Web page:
In a case that sounds nauseatingly familiar, The Weather Company (TWC) is being sued by the City of Los Angeles for using the Weather Channel app to harvest location data from users and then selling it to marketing and financial firms without explicit user consent.
Though all third-party weather apps require users' precise location data to perform their sometimes singular function of providing weather forecasts, filed by Los Angeles city attorney Michael N. Feuer against The Weather Company paints the Weather Channel app as a profitable mass-surveillance tool that made unwitting pawns of its users. The suit insists the app repeatedly fell short of its obligation to be transparent about what it does with the data of the 45 million people who activate the app each month. And what it does is peddle location data to at least a dozen advertising firms, in addition to hedge funds that analyze consumer behavior.
The complaint states:
"For years, TWC has deceptively used its Weather Channel app to amass its users private, personal geolocation data—tracking minute details about its users locations throughout the day and night, all the while leading their users to believe that their data will only be used to provide them with 'personalized local weather alerts and forecasts.'"
On the immediate heels of the lawsuit's there was some about its implications, and whether or not the city's hypothetical victory could unleash an avalanche of similar actions against any app accused of concealing how it monetizes user data.
Harvesting user data, and location data perhaps most invasively, is a that extends far beyond just weather apps, and a tempting option to generate revenue in a market where the default price of apps is free. Feuer wouldn't mind a stampede of lawsuits, admitting that he's very much hoping to spark a wildfire.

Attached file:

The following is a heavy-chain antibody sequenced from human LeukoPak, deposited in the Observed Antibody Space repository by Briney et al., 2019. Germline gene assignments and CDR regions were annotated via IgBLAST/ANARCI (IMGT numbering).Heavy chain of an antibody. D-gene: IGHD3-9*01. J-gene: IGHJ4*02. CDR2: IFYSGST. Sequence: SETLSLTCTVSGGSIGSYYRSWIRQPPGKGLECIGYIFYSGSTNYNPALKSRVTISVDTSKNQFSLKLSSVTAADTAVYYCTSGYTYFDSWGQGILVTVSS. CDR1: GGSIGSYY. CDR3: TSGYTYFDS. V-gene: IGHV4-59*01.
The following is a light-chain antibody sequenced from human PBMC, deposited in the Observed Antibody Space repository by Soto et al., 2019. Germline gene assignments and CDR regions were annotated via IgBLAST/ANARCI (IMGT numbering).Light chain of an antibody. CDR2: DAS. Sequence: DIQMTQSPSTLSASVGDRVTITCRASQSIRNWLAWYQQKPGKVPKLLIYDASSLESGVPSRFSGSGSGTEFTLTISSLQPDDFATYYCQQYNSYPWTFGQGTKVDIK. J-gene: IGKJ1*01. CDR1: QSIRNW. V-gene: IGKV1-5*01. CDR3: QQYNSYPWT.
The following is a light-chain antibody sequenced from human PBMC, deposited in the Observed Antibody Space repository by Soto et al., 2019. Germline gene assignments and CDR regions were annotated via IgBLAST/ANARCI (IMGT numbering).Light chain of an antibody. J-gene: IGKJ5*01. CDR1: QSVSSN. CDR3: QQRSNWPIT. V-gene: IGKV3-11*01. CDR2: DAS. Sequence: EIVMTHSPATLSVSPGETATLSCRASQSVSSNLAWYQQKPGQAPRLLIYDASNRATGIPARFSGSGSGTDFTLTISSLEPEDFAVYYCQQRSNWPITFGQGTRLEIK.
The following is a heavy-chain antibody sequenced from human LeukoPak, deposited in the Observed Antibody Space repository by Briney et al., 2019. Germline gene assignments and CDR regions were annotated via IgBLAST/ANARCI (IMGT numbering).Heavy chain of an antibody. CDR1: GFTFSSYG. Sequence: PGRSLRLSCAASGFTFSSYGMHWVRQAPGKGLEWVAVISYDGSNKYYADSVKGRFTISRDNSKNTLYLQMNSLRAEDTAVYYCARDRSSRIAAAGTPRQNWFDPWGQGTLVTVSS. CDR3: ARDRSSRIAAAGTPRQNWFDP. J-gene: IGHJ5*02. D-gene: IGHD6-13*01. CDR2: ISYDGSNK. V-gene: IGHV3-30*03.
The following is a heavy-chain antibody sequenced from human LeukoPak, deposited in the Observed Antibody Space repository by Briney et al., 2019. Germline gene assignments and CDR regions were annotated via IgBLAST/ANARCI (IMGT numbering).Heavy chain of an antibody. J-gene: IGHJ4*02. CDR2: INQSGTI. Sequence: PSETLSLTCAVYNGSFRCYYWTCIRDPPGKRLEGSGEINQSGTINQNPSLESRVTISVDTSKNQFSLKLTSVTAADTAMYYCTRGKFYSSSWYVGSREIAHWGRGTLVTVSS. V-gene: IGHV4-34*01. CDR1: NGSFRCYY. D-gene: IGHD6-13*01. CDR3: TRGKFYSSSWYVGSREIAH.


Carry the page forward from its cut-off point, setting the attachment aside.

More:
He told the Times:
"Ideally this litigation will be the catalyst for other action — either litigation or legislative activity — to protect consumers’ ability to assure their private information remains just that, unless they speak clearly in advance.”
But it may not be that simple. notes the suit could serve as a precedent for more legal action down the line. Whether or not there are ripple effects will depend less on what apps are doing and more on whether or not their individual privacy policies are sound.
"If policies are drafted correctly," Klein told , "apps and online venues should be more than adequately protected."
Still, Klein notes he "would be surprised if their weren’t copycat lawsuits,” especially if other apps "may not get the requisite consent" before seizing on various user data points and selling them.
For Serge Egelman, a security researcher at the University of California Berkeley's International Computer Science Institute (ICSI), the underlying issue is even larger: Privacy notices across the full spectrum of apps are woefully inadequate.
“The whole issue of notice and consent is fundamentally flawed,” he says. "The business of collecting user data and sending it to third parties, that’s how they make money, that’s absolutely true. The difference is what type of data is collected and what companies they’re selling it to."
The most glaring issue, Egelman explains, is that there isn't a single legal expression underlying the terms and conditions pages of popular apps. Business models aren't immediately transparent, because app makers aren't "really under any obligation to be forthcoming with those business practices," he says.
The suit against TWC, even if it succeeds, may not form a perfect blueprint that can be copy and pasted from app to app, but it is a symptom of this larger, underlying malignancy in the methods used to protect users' privacy and to inform them of what's happening to their data. Time will tell if TWC will be made to pay, figuratively and literally for its invasion, but it seems all but certain that as users' awareness of their exploitation rises in the wave of evermore common privacy fiascos, the number of these lawsuits will only grow.
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